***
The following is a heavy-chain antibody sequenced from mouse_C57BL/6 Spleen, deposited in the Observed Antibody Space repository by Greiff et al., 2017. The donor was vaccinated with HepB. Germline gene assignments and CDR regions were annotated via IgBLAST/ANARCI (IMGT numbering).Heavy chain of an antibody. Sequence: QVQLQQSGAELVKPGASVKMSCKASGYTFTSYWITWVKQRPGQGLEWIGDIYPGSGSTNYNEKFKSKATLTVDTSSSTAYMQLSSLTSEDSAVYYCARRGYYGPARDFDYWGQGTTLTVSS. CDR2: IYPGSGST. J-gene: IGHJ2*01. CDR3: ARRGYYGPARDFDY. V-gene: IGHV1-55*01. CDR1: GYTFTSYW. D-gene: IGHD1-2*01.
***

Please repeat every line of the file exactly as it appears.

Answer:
The following is a heavy-chain antibody sequenced from mouse_C57BL/6 Spleen, deposited in the Observed Antibody Space repository by Greiff et al., 2017. The donor was vaccinated with HepB. Germline gene assignments and CDR regions were annotated via IgBLAST/ANARCI (IMGT numbering).Heavy chain of an antibody. Sequence: QVQLQQSGAELVKPGASVKMSCKASGYTFTSYWITWVKQRPGQGLEWIGDIYPGSGSTNYNEKFKSKATLTVDTSSSTAYMQLSSLTSEDSAVYYCARRGYYGPARDFDYWGQGTTLTVSS. CDR2: IYPGSGST. J-gene: IGHJ2*01. CDR3: ARRGYYGPARDFDY. V-gene: IGHV1-55*01. CDR1: GYTFTSYW. D-gene: IGHD1-2*01.